The clinically difference in our study was based on the surgical anatomy of the anterior branch of the recurrent laryngeal nerve. Previous studies have pointed out that the anterior branch of the recurrent laryngeal nerve was positioned about 6–10 mm beneath the vocal cords in adults and would be frail compressed by the cuff (18, 19). And the safe range of the ETT position was narrow in children than in adults because of the short trachea length. Thus, the study determined that the minimal clinically difference (ΔT-C) was 0.5 cm.
Yan and Zhang (11) reported that the average distance of the ETT tip movement in 2–12-years-old children was 1 cm in both the maximum flexion and sniffing position. Kim et al. (7) explored the effect of head rotation, flexion, and extension on the ETT position in 22 pediatric subjects aged 1–9 years. The results suggested that the mean distance of the ETT tip movement was more than 1 cm when the head positions were in flexion, extension, and right rotation, while the angle of the head positions changes was not mentioned in the study. In contrast to the previous studies (7, 11), the average distance of the ETT tip movement in the head 45° flexion in our study was 0.5 ± 0.4 cm. We speculate that the reason for the difference of the distance was caused by the fact that the head flexion angle in our study was 45°, which was less than the maximum flexion angle in Yan and Zhang (11) study. We found that in 83.9% (94/112) of cases, the ETT tip moved toward the carina during head 45° flexion and endobronchial intubations were noted in two subjects. These adverse events showed that inappropriate ETT depth caused by changes in head position may lead to unpredictable intubation complications. While in 6.3% (7/112) of cases, the tip moved toward the vocal cord instead of the carina. Similarly, Tailleur et al. (6) reported that there was no fixed direction of the ETT movement after head flexion and there were 24% of subjects showed displacement of the ETT tip toward the vocal cord. We concluded that the direction of the ETT movement due to head flexion was unpredictable. It was also critical to confirm the ETT depth after shifting the head position to prevent intubation complications.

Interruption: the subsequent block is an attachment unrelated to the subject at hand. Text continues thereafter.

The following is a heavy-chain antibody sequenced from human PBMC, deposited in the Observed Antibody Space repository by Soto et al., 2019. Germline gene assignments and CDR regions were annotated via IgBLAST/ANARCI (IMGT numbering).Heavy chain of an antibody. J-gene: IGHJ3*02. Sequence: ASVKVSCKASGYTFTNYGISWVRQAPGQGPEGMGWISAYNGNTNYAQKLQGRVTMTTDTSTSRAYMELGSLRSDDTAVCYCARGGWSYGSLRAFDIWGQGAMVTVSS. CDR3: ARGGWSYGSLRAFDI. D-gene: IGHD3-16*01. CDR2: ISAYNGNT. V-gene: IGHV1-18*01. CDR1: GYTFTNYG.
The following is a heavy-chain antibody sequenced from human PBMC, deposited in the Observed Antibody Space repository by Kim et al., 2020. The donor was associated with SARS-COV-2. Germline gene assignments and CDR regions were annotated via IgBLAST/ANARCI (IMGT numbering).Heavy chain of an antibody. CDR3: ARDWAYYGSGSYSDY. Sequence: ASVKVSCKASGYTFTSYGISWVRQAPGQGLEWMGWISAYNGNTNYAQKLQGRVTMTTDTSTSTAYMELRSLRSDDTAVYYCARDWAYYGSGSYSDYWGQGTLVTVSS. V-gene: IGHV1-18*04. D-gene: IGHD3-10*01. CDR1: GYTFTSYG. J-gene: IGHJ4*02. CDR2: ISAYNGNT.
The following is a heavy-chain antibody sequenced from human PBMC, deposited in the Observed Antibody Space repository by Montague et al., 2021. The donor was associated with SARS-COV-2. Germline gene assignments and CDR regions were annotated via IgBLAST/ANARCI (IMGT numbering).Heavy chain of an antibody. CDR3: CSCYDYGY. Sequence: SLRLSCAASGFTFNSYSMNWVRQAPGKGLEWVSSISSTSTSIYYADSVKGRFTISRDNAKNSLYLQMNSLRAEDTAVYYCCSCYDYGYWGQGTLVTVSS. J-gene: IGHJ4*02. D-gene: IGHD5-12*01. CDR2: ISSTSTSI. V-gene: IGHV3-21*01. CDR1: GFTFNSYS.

Our study indicated that when the head position was in 45° extension, the mean movement was 0.9 ± 0.4 cm. Moreover, the ETT tip was displaced in the direction of the vocal cord which was similar to the results of the previous studies (7, 8, 10, 11). The previous study also demonstrated that when the head in extension position, the distance of the ETT tip movement was more than the expanded distance of the airway length (20). The risk of accidental tracheal extubation of the ETT remained when the head was in sniffing position. To expose the surgical area, the patient’s head position was commonly changed to extension during otolaryngology surgeries. As a result, we recommend that the ETT depth of head extension be 1 cm greater than in the supine position. Additionally, the ETT position must be confirm using bilateral lung auscultation and PetCO2.